Manchester United: The Hard Fall

By Santu Mukherjee and Deep Guha

At last, the love affair ends. After losing to Watford 4-1, Manchester United and Ole Gunnar Solskjaer part ways. But was it the right decision at the right moment? And what has Ole achieved after taking the reins from Jose Mourinho?

If we look at the statistics Ole has faired well against the other post-Ferguson managers in terms of played-win ratio as Solskjaer has won 91 of his 168 games in charge across all competitions, a better number than Van Gaal, Mourinho, and Moyes. But a team like Manchester United that plays in probably the most competitive football league in the world shouldn’t get off with justifying that. Under Ole’s tenure from 2018-2021, United has reached the knockout stages of some top-flight football competitions, but that was it. Van Gaal won the FA Cup in 2016, Mourinho won a double, but Ole failed where his predecessors succeeded and it did not bode well for the ‘baby-faced assassin’.

Perhaps the reason for Ole’s downfall was his tactics and loss of focus. While it might not be clear to the eyes, but somewhere down the line this season, Ole lost the fan as well as the control over the dressing room. Failing to bring out the best in players like Varane and Sancho, buying a player like Donne Van de Beek and making him sit in the reserve bench begged sharp criticism while bringing Ronaldo back to Old Trafford was also questionable at best. Defensively, United has faired worse than any other ‘big’ team. They have too often given the ball away and failed to win it back. The team’s ineffectiveness in the final third has also contributed to their current form. While he created a better squad than what Mourinho had at his disposal, his tactics didn't quite click. But one thing is for certain, Ole isn’t the only one to be blamed for United’s current run, the club board is equally responsible.

Fans and ex-players have time and time again vocalized their dismay at the workings of the Glazers as well as the outgoing Ed Woodward. A string of criticism has been pointed at Woodward, who since 2013, replaced David Gill, a man who worked in synergy with Sir Alex to make magic happen at the Theatre of Dreams. Woodward, while having helped keep money coming into the club’s stream, has failed with assisting the club in terms of on-field functionality. And those who feel club executives don’t have influence over on-field play, look at what Michael Edwards of Liverpool F.C. has achieved while working in tandem with Klopp. The Glazers on the other hand have been at odds with the fans for a long time as they have been called out for caring about the profits and dividends more than the club’s legacy and the fans' hunger to win trophies. The United board has made(or haven’t for that matter) choices that have led to the regression of this fine footballing institution.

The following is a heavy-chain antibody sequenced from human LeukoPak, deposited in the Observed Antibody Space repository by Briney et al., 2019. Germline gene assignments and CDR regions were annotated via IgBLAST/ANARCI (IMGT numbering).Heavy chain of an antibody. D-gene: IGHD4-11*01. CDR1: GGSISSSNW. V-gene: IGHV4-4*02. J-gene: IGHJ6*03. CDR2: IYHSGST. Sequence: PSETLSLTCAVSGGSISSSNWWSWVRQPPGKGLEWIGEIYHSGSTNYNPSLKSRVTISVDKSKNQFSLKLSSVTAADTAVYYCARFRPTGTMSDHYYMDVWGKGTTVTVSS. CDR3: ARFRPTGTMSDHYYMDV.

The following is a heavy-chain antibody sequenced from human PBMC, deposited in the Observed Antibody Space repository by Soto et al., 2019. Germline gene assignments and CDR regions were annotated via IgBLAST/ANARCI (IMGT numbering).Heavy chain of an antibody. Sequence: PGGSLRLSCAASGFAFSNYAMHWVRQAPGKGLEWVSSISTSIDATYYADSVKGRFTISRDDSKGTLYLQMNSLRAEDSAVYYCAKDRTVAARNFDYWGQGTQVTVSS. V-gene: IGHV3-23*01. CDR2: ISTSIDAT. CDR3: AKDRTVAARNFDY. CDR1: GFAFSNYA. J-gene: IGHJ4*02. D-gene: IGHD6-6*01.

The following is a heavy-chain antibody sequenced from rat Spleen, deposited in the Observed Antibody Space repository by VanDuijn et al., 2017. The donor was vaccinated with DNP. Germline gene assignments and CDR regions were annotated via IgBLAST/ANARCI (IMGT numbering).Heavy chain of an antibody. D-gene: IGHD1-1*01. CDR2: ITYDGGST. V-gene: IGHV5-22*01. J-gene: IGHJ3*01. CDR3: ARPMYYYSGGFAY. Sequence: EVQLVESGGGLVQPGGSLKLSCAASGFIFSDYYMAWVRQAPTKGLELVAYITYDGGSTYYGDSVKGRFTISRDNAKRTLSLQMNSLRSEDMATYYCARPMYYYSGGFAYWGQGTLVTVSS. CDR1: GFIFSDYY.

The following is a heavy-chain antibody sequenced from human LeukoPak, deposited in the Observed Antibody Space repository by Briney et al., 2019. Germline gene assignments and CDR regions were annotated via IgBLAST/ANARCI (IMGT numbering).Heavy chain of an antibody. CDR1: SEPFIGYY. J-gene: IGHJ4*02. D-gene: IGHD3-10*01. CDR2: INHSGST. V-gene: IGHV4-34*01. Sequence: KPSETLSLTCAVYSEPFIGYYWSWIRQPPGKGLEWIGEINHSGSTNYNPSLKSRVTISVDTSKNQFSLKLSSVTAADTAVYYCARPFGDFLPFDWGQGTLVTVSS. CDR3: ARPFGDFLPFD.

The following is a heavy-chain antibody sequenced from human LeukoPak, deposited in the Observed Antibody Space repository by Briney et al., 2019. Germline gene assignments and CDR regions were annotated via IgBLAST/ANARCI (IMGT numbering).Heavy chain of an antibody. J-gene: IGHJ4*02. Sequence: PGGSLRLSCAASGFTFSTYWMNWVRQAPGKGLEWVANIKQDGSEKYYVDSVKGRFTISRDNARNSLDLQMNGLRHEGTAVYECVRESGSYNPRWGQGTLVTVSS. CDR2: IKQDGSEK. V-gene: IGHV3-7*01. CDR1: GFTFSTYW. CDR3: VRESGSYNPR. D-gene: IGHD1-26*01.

The transfer policy that the board has chosen to stand by gets blown out of the water when you see what their biggest rivals have done in the past years. While Mourinho was in-charge, United suffered from the lack of a quality center-back and a good defensive midfielder. Transfer market decisions such as buying Fred have backfired as he couldn’t live up to his full potential. The post-Ferguson transfer decisions regarding Pogba and Sanchez were ones that came under fire and still polarise fans and pundits. Spending 80 Million Euros on Harry Maguire left people scratching their heads. While it is true that he became a key player in the United backline, his overall performance doesn’t match up to the quality that a team such as Manchester United ought to have and his leadership skills in the United dressing room needs to be looked at. While players like Bruno Fernandes, Rashford, have kept the hope alive, the United transfer policy under the Glazers and Ed Woodward needs restructuring otherwise disaster is bound to strike again.

A change of captaincy might bode well for the team with the obvious choices being De Gea, Ronaldo, and Bruno; but for what it’s worth, the armband should go to the Spaniard since he’s been the only consistent United player throughout most of the seasons and his loyalty to the team can not be questioned by anyone.

But the real question now is, where does United go from here? While Michael Carrick has been handed the ropes as interim caretaker for United, rumor mills are already churning about who will take on permanent managerial responsibilities.

Out of the many, some names have been speculated about more than others.

First comes France and Real Madrid legend Zinedine Zidane who has proved that he can transform a high profile club lagging in winning streaks and he already has a very good working relationship with Christiano Ronaldo and Raphael Varane. And he can certainly deliver top-tier trophies if backed properly and can adapt to the Premier League.

Luis Enrique was a popular choice up until now but his “April Fool’s Day” statement has made things clear for the moment. Brendan Rodgers is another popular choice but seems unlikely because as well he has done with the Foxes, his profile doesn’t match up with the likes of Guardiola, and Klopp which is the kind United should look for.

But as of this moment, the one most likely to land the job is PSG boss Mauricio Pochettino. The Argentinian was the initial choice to replace an outgoing Mourinho. And now when there are rumors swimming that the PSG boss actively wants to leave mid-season, there’s a good chance Pochettino might return to the Premier League. He knows the turf, he reached the UEFA Champions League final with Tottenham and has the necessary experience to pull out United from the regressing situation. While the Manchester giants might look towards other options, Zidane and Pocettino might be the ones that serve as their saving grace.